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Sunday, July 14, 2024

Why Warrensburg is More Than a Wintertime Pitstop

Quite possibly the epitome of “small-town USA,” this Adirondack community is worth a weekend getaway.

When you’re en route this month to Gore Mountain, Potsdam, Canton or Clarkson to watch the best college athletes from around the globe compete in the World University Games, you’ll undoubtedly pass through Warrensburg. While you could certainly blink and miss the small town located right off exit 23 of the Northway, consider this your sign: Don’t.

For a town of only 4,500, Warrensburg has a heck of a lot going on. From Christmas in Warrensburg, a festive two-day celebration that took over the town this past December, and the World’s Largest Garage Sale, which boasts more than 500 vendors stretching the length of Main Street and beyond each fall, to a slew of festivals—apple, garlic, rhubarb—at the Riverfront Farmers’ Market, Warrensburg is becoming more than just a place you drive through to get somewhere else. “More and more people are stopping for longer and longer,” says Suzanne Tyler, executive director of the Warrensburg Chamber of Commerce. “Over the last year and a half, especially—after Covid—Warrensburg’s just growing leaps and bounds.” And it’s not just the annual festivals drawing crowds. “We’re the best-kept secret in the Adirondacks because we’re actually a vibrant, working community,” Tyler continues. “It’s not like it’s just open in the winter or the summer…We’re here 365.”

Indeed, unlike seasonal Adirondack towns Lake George and Old Forge, which die down in the off season, Warrensburg’s businesses stay open, supported by the small population that lives there year-round. There’s Sulla Terra, a pastry shop that recently moved to a larger location and has food that Tyler, a former Saratogian, says would rival anything in the Spa City. There’s Junk & Java, a new-ish home goods and consignment shop; Sun Canyon Kitchen, a breakfast and lunch spot that opened this past fall; and The Bond 1786, a hidden-in-plain-sight boutique inn and restaurant that has been reimagined since it changed ownership in 2021. (We can confirm—it’s well worth the trip from the Capital Region!) And that’s not to mention Oscar’s Adirondack Smokehouse, a beloved meat-lover’s mecca that has long been praised by Upstate native and culinary A-lister Rachael Ray and the general public alike.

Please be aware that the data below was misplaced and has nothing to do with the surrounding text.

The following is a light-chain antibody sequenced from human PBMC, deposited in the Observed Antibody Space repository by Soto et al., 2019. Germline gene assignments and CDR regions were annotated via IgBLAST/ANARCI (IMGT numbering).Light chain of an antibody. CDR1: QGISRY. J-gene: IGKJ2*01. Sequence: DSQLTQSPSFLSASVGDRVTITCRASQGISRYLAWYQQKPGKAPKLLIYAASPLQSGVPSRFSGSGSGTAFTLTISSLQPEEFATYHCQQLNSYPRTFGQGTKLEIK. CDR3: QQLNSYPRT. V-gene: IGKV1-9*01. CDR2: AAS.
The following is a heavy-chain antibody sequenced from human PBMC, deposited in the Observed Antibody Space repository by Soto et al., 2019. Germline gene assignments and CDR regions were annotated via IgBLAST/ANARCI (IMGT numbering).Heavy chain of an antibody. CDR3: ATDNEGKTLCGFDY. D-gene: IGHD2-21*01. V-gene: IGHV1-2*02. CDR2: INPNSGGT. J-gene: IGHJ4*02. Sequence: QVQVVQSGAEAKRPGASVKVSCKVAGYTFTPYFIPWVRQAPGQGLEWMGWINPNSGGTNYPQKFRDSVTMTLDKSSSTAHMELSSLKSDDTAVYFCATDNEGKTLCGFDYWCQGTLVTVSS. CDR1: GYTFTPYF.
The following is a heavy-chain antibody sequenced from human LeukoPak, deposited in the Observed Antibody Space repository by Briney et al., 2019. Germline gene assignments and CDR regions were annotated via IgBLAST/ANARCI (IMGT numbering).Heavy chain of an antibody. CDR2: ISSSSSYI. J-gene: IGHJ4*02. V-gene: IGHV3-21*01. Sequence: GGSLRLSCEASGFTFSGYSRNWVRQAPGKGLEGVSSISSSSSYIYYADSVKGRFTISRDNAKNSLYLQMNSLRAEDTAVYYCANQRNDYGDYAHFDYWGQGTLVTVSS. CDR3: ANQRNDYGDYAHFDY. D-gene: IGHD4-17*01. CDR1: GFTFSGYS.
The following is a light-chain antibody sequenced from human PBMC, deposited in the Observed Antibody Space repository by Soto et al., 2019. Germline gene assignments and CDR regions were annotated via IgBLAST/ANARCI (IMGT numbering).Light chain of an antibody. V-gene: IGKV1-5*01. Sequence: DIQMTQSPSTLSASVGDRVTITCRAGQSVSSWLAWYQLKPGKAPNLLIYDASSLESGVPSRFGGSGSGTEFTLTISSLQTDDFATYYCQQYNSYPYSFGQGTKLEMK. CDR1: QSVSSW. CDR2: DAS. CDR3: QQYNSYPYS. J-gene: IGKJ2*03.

While winter is never slow in Warrensburg, what with all the skiers passing through, this season is shaping up to be especially busy, given the World University Games, the Ice Castles returning to neighboring town Lake George, and one more potential boon for the local economy: the reopening of Hickory Ski Center, a relic of a ski mountain dating back to the 1940s that has operated on and off throughout the 21st century. With aging lifts and no snowmaking, it’s been an uphill battle to reopen Hickory (hundreds of mid-century ski hills like it have long since been shut down permanently), but thanks to a grassroots effort aided by community leaders and a new nonprofit called the Hickory Legacy Foundation, this may be the year. “People are anxious to know when we’re going to open,” manager Sue Catana says. “My only response is when Mother Nature gives us her white blanket, when the insurance gods choose to give us a policy, and when the state blesses us with a certification.” At press time, Hickory was open for sledding and skinning/uphill skiing, and its 3 Sisters Café, located in the recently renovated lodge, was open Thursday-Sunday from 9am-2pm.

Sure, Warrensburg is charming, especially when covered in sparkling snow. But it sounds like there’s even more to come. “There’s always room for improvement, and the community is excited to tackle that,” Tyler says. “I’ve never lived in a place where people are so personally involved with their community’s growth. Warrensburg is that small town that everybody dreams about living in.”  

Natalie Moore
Natalie Moore
Natalie Moore is the director of content at Capital Region Living and Saratoga Living.

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